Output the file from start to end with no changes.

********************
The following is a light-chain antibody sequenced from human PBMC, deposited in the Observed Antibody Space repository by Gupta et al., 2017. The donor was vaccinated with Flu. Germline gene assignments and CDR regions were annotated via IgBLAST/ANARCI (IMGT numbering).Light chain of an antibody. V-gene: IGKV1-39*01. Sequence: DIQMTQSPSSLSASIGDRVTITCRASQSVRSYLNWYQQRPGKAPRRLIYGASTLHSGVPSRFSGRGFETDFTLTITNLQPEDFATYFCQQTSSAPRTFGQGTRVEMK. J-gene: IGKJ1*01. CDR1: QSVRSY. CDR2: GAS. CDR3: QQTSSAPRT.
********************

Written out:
The following is a light-chain antibody sequenced from human PBMC, deposited in the Observed Antibody Space repository by Gupta et al., 2017. The donor was vaccinated with Flu. Germline gene assignments and CDR regions were annotated via IgBLAST/ANARCI (IMGT numbering).Light chain of an antibody. V-gene: IGKV1-39*01. Sequence: DIQMTQSPSSLSASIGDRVTITCRASQSVRSYLNWYQQRPGKAPRRLIYGASTLHSGVPSRFSGRGFETDFTLTITNLQPEDFATYFCQQTSSAPRTFGQGTRVEMK. J-gene: IGKJ1*01. CDR1: QSVRSY. CDR2: GAS. CDR3: QQTSSAPRT.